If you’re interested in how West Hampstead has changed since the mid-1970s, you could do worse than have a chat with David Jacobs.
Dave, as he’s known to his staff and customers, has been running print shop Colour Division from the same premises on West End Lane since day one, exactly 40 years ago today. He still remembers when “the only place you could get a cup of tea was the Wimpy Bar”.
Things have moved on since then, not only on the West Hampstead gastronomic scene but also in the world of printing. Colour Division has seen huge changes since the early days when people queued out of the door to photocopy letterheads and fanzines. Today’s customers are more likely to request LinkedIn profile photographs or high-quality digital prints.
One thing that remains constant is the long-standing staff members; alongside Dave, Steve Twohill has been working at Colour Division for 28 years, and Debbie Harris for the past decade.
Dave and his team have built up a loyal local customer base over the years: “I think we’ve served virtually every small business in the area, many times over… from estate agents to doctors surgeries, to accountants and architects”, as well as innumerable one-person businesses and private individuals.
“We’re very embedded in the community. Everybody seems to like us and like the service. We’ve got clients literally from day one still coming here, and now we’re serving their children.”
Dave started the business with his brother Ivor who at the time was working for a magazine that needed a short-run printing service. Together with Fred and Sid Kenton, a couple of local printers, they set up Colour Division inspired by short-run instant printing services in the US. The business started under the challenging conditions of the Three Day Week – imposed by Edward Heath’s Conservative government to conserve electricity.
Dave recalls more glamorous stories from the early days though – such as West Hampstead’s lively music scene of the time. “There was a big punk scene in West Hampstead” he says, which was centred on The Railway (formerly Klooks Kleek).
He also told us about Colour Division’s role in the early days of iconic style magazine i-D, when it was produced from founders Terry and Tricia Jones’ house nearby. “i-D magazine started in West Hampstead. In the early days, the whole team used to come in. There were maybe six paste-up artists, they used to put it together here, and we printed it. It started off as a very basic thing.”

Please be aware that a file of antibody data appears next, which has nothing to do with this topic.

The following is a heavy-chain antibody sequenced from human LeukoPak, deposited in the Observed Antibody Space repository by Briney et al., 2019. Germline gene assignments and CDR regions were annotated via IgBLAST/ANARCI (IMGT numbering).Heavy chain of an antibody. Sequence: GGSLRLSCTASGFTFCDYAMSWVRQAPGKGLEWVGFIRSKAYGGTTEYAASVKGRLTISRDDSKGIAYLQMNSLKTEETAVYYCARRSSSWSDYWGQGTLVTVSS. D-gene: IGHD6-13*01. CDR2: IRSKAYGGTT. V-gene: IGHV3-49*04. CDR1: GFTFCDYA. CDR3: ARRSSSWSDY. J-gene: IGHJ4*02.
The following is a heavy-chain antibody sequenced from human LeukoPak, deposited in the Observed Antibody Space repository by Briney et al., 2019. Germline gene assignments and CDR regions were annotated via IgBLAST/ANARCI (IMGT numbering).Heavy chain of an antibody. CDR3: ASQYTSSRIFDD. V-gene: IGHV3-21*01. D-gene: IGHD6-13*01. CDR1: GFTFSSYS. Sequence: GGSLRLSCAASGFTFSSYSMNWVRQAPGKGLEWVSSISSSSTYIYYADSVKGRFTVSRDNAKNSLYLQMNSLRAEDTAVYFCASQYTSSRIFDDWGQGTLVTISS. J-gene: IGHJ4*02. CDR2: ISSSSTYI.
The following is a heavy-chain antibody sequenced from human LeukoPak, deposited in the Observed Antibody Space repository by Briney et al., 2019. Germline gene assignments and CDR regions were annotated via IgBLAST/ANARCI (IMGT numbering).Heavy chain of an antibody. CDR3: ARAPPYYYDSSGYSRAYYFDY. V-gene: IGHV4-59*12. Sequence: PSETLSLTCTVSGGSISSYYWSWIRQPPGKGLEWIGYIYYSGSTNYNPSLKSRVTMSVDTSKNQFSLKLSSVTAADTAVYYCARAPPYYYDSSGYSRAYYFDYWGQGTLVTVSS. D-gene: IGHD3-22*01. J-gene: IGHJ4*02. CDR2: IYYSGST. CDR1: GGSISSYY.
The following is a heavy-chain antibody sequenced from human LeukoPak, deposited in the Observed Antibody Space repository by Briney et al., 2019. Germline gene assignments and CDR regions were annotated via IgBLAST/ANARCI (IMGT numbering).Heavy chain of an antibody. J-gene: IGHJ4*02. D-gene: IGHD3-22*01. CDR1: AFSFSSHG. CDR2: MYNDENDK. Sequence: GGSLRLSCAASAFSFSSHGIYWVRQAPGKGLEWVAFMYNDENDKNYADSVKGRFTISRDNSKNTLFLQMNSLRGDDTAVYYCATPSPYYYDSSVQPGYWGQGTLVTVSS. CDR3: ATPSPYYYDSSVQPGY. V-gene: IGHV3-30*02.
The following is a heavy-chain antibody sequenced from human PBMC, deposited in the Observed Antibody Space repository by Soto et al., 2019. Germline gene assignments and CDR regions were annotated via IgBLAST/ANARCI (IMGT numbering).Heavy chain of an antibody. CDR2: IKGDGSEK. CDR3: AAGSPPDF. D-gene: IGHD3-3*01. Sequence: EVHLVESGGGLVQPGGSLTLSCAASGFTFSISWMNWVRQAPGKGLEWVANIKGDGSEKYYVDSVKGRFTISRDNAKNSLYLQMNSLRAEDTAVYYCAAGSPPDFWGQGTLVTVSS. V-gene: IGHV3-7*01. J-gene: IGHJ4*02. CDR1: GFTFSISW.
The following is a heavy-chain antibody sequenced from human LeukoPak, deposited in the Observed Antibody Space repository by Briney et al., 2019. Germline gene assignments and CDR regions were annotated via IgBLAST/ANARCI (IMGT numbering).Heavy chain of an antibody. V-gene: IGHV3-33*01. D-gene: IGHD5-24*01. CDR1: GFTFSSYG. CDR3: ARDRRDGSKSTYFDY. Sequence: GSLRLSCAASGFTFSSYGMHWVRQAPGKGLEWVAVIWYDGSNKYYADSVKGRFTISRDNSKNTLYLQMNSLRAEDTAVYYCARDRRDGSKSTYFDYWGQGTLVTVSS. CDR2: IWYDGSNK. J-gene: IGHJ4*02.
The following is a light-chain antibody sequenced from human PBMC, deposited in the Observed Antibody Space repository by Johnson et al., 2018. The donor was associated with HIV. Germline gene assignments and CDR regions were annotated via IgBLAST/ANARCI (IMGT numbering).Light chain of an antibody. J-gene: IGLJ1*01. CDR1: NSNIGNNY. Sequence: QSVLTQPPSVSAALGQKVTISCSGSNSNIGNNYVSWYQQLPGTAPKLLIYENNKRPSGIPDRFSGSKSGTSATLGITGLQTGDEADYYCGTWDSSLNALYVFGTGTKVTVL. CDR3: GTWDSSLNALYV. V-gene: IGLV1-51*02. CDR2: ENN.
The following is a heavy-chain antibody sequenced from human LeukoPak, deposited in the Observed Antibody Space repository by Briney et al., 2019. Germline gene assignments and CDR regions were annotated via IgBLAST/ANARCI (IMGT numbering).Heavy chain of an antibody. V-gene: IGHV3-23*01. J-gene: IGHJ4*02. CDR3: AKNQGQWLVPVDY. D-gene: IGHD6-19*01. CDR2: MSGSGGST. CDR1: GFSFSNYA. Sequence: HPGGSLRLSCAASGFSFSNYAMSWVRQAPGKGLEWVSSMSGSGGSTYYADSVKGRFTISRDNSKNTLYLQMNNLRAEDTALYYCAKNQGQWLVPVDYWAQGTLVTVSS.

The area may have changed beyond recognition, but Dave still believes it has the same community feel as ever. He is relaxed about the arrival of big chains on West End Lane: “People knock all these big chains moving in, but actually everybody uses them.”
He continues “It’s a myth that West Hampstead is a village, but it does have a villagey feel. People have said to me ‘I’ve never been to a place where people say hello to each other’. Those are some of the best things. It’s the friendliness of everybody. It’s a people area.”
What are the downsides of West Hampstead? Dave says that the parking restrictions mean that he loses out on a lot of business. “The parking’s impossible, from a commercial point of view. I reckon we’ve lost the potential for 25% of business.” He’d also like to see new businesses come into the area: “There’s too much focus on people escaping during the day; we need more business units – more small studios would be good.”
He’s also upfront about the fact that, with ever-increasing overheads and decreasing margins, times are hard. “I’m enthusiastic about the business, but there’s more stress than ever because of the financial constraints. The banking crisis has been really tough on small businesses”.
Will Colour Division introduce 3D printing to West Hampstead? The business has managed so far to keep up with new developments in the industry and Dave isn’t ruling anything out. However, he says the technology isn’t quite there yet. “Maybe in a couple of years.” You heard it here first!
Dave is clearly passionate about hearing his customer’s stories. One of Colour Division’s services is professional portrait photography – they even have a studio downstairs – and as he flicks through his portfolio, it’s clear that he’s proud of the shots. He also knows what everyone does. “We like people. We want to talk to you about your job.”
It’s the variety of work, and the customers and stories behind each assignment, that keep things interesting for Dave. As well as jobs for large business clients, people come in with requests for photographs of newborns, or wedding invitations, or funeral orders of service.
In Dave’s own words, “It’s an unusual business, I would say. There are so many different types of jobs. You tend to remember the people behind the jobs. We’ve seen life here in the raw. That keeps it interesting.”
Since the demise of the Wimpy, where does Dave go for a cup of tea now? True to his comment earlier that people still use the chains, you’re most likely to find him clutching a Starbucks.